Facebook whistleblower: GOP frenemy or foe?
By News Editors // Nov 02, 2021

In the past few weeks, media outlets and liberal commentators have seized on revelations from former Facebook employee-turned-whistleblower Frances Haugen as proof that the social media giant, far from censoring conservative voices, is actually profiting from playing them up.


(Article by Susan Crabtree republished from RealClearPolitics.com)

They’ve used Haugen’s testimony before Congress and the thousands of internal Facebook documents she leaked to dismiss complaints about anti-conservative bias among Big Tech platforms. The argument now is that Facebook wasn’t doing enough to censor conservative voices after the 2020 presidential election and should have cracked down on information circulating on the platform before the Jan. 6 attack on the Capitol.

But new evidence unearthed by Haugen, a onetime product manager at Facebook, tells a different story. The Wall Street Journal this week reported on internal Facebook debates showing that politics was often at the center of Facebook’s decision-making and that employees regularly targeted conservative sites, with more senior employees waving off any red flags raised by the rank-and-file. "The documents viewed by the Journal, which don’t capture all of the employee messaging, didn’t mention equivalent debates over left-wing publications," the WSJ reported.

Leaked documents also show that tools called "sparing sharing" and "informed engagement," designed to reduce what Facebook deemed disinformation, were allowed to remain in use despite findings that they disproportionately impacted conservative news sites.

As the debate over Facebook’s profit model and policies plays out in the public, conservatives continue to report account suspensions or deletions and odd coincidences surrounding them by a variety of big social media platforms, including YouTube, Facebook and Twitter.

In early October, the campaign for Virginia gubernatorial candidate Terry McAuliffe, a Democrat, sent out a fundraising email complaining about a "shadowy" organization called the American Principles Project dumping money into political ads opposing him. One day later, YouTube suspended the APP’s ability to post videos, according to the group’s government affairs director, Jon Schweppe.

There was no warning before YouTube shut down the account, which is a violation of the streaming media platform’s three-strikes policy, Schweppe said during a recent conference call with Wisconsin Sen. Ron Johnson and groups focused on fighting technology companies’ censorship practices. After media inquiries, YouTube said APP, which is mainly focused on public education reform, was suspended for re-sharing videos from the banned account of former Trump adviser Steve Bannon, whom the Democratic-controlled House of Representatives last week held in contempt of Congress for defying a Jan. 6 inquiry subpoena. YouTube reinstated APP’s account but did so with a warning.

Across the country, Facebook abruptly dropped a page for Reopen California Schools, which is run by parents critical of school COVID lockdown policies and has 18,000 followers. Facebook has never explained its ban, said Jonathan Zachreson, the group’s founder. Zachreson soon learned that Facebook took down several other pages for school-reopening groups around the country within days of his group being shut down.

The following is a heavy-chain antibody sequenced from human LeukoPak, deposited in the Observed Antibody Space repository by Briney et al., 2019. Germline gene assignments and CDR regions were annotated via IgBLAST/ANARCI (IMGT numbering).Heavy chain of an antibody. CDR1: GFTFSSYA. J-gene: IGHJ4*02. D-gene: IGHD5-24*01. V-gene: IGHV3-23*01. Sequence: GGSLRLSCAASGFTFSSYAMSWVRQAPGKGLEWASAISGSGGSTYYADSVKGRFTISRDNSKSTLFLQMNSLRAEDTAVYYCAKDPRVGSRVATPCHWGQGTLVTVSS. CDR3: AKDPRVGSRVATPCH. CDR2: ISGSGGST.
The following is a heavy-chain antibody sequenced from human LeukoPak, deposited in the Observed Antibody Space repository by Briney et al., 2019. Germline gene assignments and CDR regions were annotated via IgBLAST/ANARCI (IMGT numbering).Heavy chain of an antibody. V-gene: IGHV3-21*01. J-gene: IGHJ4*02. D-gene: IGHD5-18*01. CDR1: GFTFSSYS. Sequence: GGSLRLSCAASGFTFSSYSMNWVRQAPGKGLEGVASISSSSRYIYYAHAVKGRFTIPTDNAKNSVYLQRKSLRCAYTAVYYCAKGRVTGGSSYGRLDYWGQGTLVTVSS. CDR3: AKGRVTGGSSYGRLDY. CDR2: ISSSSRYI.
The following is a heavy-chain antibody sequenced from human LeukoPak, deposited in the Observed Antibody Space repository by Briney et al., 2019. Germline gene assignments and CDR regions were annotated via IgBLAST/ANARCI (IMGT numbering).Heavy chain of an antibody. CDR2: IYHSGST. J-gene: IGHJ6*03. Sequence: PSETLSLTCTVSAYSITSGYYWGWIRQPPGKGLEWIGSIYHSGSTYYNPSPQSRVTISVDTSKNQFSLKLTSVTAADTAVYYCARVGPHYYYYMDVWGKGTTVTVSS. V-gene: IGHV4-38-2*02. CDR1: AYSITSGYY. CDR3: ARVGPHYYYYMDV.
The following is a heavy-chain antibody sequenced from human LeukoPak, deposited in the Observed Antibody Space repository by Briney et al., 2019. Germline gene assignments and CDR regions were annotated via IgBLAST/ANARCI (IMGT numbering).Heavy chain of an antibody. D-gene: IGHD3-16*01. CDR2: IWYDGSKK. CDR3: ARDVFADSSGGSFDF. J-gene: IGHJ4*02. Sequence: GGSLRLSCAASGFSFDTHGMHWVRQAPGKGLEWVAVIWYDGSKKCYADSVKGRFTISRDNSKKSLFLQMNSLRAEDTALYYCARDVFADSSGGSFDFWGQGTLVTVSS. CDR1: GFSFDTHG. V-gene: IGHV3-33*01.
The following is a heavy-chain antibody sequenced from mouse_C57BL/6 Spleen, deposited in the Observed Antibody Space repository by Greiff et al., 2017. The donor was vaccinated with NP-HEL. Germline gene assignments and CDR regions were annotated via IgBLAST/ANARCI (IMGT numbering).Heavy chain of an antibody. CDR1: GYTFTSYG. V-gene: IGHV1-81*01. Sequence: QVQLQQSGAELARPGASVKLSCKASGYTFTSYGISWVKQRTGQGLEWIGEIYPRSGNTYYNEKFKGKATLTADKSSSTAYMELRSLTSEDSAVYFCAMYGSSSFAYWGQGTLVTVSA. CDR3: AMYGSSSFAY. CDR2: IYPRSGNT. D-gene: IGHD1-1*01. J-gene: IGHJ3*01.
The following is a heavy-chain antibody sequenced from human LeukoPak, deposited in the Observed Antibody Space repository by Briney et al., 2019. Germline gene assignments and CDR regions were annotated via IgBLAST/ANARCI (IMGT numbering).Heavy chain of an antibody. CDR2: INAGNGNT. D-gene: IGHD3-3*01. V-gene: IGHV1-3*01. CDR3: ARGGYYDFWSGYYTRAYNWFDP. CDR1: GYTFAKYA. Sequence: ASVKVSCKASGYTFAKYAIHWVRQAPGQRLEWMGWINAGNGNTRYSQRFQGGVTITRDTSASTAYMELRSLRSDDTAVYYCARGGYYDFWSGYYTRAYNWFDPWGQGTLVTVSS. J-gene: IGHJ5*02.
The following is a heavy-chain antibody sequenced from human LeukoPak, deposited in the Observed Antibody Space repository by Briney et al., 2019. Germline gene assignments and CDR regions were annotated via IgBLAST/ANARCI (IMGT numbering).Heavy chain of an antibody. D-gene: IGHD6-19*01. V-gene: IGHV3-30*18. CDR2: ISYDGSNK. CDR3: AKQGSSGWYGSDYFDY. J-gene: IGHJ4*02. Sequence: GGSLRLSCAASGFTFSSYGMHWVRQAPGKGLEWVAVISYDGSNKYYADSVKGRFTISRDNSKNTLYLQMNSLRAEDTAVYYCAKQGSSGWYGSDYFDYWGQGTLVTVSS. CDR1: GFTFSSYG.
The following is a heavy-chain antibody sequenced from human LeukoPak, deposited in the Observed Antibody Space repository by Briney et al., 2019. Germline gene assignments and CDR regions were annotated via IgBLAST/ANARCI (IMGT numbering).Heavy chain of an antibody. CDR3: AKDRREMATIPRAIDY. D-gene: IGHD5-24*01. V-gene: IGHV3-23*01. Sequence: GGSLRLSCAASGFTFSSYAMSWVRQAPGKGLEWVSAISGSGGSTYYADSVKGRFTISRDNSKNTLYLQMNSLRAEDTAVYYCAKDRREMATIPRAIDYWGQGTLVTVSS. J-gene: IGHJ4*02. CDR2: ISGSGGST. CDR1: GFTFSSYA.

Rattled by the abrupt action, Zachreson contacted California state Assemblyman Kevin Kiley, as well as several news reporters. After inquiries from Kiley and the media, Facebook re-posted the Reopen California School page, as well as those of similar groups, and cited "human error" for the shutdowns.

Zachreson would like a better explanation and ultimately more accountability for Facebook and other tech giants. His group and another that opposes school mask and vaccine mandates in California were shut down the same week. The timing coincided with developments in their joint legal case against the state of California over the student mask mandate.

"Normally, if your Facebook group goes down, you get an alert as the administrator, and you can look and see what [the complaint] is and appeal," Zachreson told RealClearPolitics. "For me, they didn’t provide that."

Earlier in the month, Republican Senate candidate and retired Army Capt. Sam Brown vowed revenge against Twitter after his account was "permanently suspended" with no explanation. Twitter has since acknowledged it was an error. Brown is running in the GOP primary in Nevada, hoping to challenge Democratic Sen. Catherine Cortez Masto next year.

Dan Gainor, vice president of a conservative group called Free Speech America, says Big Tech platforms’ claims of mistakenly dropping conservative accounts is par for the course, occurring regularly without consequence so they keep doing it.

"It’s a classic Sundar Pichai response: ‘Oh, we have had a technical problem. We accidentally took down [hundreds of conservative] accounts,'" he said during the recent Zoom strategy session with conservative groups and Sen. Johnson. Gainor was referring to Google’s chief executive.

Free Speech America, an offshoot of the conservative Media Research Center, tracks technology companies’ suspension or deletion of conservative accounts on social media and has cited more than 2,800 instances. A recent report by the group found that Big Tech companies have targeted GOP members of Congress at a ratio of 53 to 1 compared to their Democratic colleagues.